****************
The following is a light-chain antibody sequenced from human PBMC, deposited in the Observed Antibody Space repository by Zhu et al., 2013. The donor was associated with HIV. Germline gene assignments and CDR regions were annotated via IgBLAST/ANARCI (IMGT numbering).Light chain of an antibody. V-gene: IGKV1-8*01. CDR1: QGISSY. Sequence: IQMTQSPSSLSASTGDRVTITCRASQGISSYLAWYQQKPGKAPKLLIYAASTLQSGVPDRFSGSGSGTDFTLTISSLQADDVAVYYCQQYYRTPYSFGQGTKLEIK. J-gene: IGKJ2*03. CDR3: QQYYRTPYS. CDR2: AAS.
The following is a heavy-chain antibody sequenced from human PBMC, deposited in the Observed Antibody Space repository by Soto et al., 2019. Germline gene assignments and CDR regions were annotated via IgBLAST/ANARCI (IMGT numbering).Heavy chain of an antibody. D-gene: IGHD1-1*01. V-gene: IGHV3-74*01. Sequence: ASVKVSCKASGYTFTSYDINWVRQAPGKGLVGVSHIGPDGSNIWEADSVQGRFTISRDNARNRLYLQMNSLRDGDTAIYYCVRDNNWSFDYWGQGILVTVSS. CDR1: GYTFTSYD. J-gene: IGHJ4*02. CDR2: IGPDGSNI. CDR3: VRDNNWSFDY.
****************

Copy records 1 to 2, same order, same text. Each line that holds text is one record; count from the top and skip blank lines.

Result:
The following is a light-chain antibody sequenced from human PBMC, deposited in the Observed Antibody Space repository by Zhu et al., 2013. The donor was associated with HIV. Germline gene assignments and CDR regions were annotated via IgBLAST/ANARCI (IMGT numbering).Light chain of an antibody. V-gene: IGKV1-8*01. CDR1: QGISSY. Sequence: IQMTQSPSSLSASTGDRVTITCRASQGISSYLAWYQQKPGKAPKLLIYAASTLQSGVPDRFSGSGSGTDFTLTISSLQADDVAVYYCQQYYRTPYSFGQGTKLEIK. J-gene: IGKJ2*03. CDR3: QQYYRTPYS. CDR2: AAS.
The following is a heavy-chain antibody sequenced from human PBMC, deposited in the Observed Antibody Space repository by Soto et al., 2019. Germline gene assignments and CDR regions were annotated via IgBLAST/ANARCI (IMGT numbering).Heavy chain of an antibody. D-gene: IGHD1-1*01. V-gene: IGHV3-74*01. Sequence: ASVKVSCKASGYTFTSYDINWVRQAPGKGLVGVSHIGPDGSNIWEADSVQGRFTISRDNARNRLYLQMNSLRDGDTAIYYCVRDNNWSFDYWGQGILVTVSS. CDR1: GYTFTSYD. J-gene: IGHJ4*02. CDR2: IGPDGSNI. CDR3: VRDNNWSFDY.